Chillers in China: Boosting Productivity
Immediately after helping to host a side event at the UNFCCC COP21 negotiations in France, I had the opportunity to travel to China. My timing couldn’t have been more relevant. The week before I arrived in Shanghai, Beijing had issued its first-ever air quality red alert since adopting an emergency air-pollution response system in 2013, shutting down the capital of the world’s most populous country. There was stark contrast between the enormous optimism that suffused the Le Bourget climate negotiating complex, situated just outside of scenic Paris, and the air quality problem facing China.
There is no question that the government in China recognizes the challenges ahead of them. In the Intended Nationally Determined Contribution that China submitted to the UNFCCC in June 2015, China pledged to achieve peak carbon emissions in 2030, in part by increasing support for energy efficiency and boosting non-fossil fuel energy sources to 20 percent of total energy production. China’s energy consumption will continue to grow alongside the economy, but energy efficiency represents an important opportunity for China to mitigate the rate of that growth. In the long run, the more energy consumption that can be satisfied through the application of efficiency technologies and practices, the less costly China’s transition to a lower carbon-intense economy will be.
Corporations in China are making a difference, too. While traveling through the region surrounding Shanghai, I stopped by to tour one of Johnson Controls’ chiller factories in Wuxi. Chillers are the incredibly large, complex machines that are used to cool air and/or machinery in commercial and industrial buildings. These complicated machines use increasingly sophisticated information collection techniques to precisely calibrate temperature controls for maximum resource efficiency management. The particular plant I visited is one of the largest chiller manufacturers in the world, turning out 4,000 industrial chillers every year, ranging in cooling capacity from 80 to 4,000 tons.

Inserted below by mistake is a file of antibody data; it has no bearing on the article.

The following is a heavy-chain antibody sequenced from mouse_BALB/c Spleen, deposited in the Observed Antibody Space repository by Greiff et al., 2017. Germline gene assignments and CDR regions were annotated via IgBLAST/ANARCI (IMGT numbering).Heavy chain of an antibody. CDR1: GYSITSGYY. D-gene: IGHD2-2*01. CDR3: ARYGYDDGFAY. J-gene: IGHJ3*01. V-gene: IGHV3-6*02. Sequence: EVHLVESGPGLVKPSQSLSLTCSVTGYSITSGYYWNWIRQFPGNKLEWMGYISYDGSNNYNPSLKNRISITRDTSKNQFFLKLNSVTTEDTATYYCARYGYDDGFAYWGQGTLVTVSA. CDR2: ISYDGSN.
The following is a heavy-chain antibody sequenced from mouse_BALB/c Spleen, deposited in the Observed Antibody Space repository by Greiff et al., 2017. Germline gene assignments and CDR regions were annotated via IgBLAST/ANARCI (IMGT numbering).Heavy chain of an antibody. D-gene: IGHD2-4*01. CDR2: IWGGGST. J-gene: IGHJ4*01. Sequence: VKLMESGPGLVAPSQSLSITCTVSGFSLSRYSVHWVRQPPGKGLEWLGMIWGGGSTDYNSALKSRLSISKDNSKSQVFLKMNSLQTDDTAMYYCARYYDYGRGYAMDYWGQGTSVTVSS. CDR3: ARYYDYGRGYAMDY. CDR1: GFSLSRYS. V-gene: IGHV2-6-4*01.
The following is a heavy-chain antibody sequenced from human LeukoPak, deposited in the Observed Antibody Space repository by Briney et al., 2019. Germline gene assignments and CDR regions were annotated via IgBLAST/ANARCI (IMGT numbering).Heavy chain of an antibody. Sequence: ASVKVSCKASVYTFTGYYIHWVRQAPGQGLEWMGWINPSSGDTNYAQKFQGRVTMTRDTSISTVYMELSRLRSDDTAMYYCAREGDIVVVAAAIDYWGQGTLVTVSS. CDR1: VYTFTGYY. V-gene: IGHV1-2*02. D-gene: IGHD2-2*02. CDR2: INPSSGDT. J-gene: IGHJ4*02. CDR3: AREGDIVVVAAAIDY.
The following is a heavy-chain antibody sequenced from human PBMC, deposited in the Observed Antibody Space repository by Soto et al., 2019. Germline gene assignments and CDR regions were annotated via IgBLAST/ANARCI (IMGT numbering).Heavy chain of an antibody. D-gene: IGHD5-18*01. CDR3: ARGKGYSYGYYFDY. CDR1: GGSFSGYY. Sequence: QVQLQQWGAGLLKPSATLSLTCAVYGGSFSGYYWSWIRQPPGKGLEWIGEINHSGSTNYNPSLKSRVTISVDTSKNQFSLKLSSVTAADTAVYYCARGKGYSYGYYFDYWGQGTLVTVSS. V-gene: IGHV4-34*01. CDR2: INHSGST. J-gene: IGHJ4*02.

Johnson Controls was founded in 1885, two years after the company’s founder Warren Johnson patented the first electric thermostat. That invention made it possible to measure and therefore influence temperatures in the built environment, enabling whole ecosystems of technologies to be developed by companies all over the world. Indeed, the chillers made in Wuxi work hand in hand with Johnson Controls’ Metasys building management systems, which link together information from various electronic systems in a single building to achieve maximum efficiency and effectiveness.
Technologically advanced systems like chillers and building management systems are among many efficiency technologies that, when properly managed and maintained, can yield enormous energy and financial savings in the built environment. For a plant or building manager, these benefits are fairly straightforward, and have an immediate impact on the bottom line.
At the national and even international level, it is the incremental application of these technologies and practices that will help to change the face of energy demand and decouple energy growth from economic growth. The goal, of course, is to improve energy productivity around the world by meaningfully investing in energy-efficient technologies and practices; these investments promote economic growth without the costly energy bill that has traditionally gone along with it.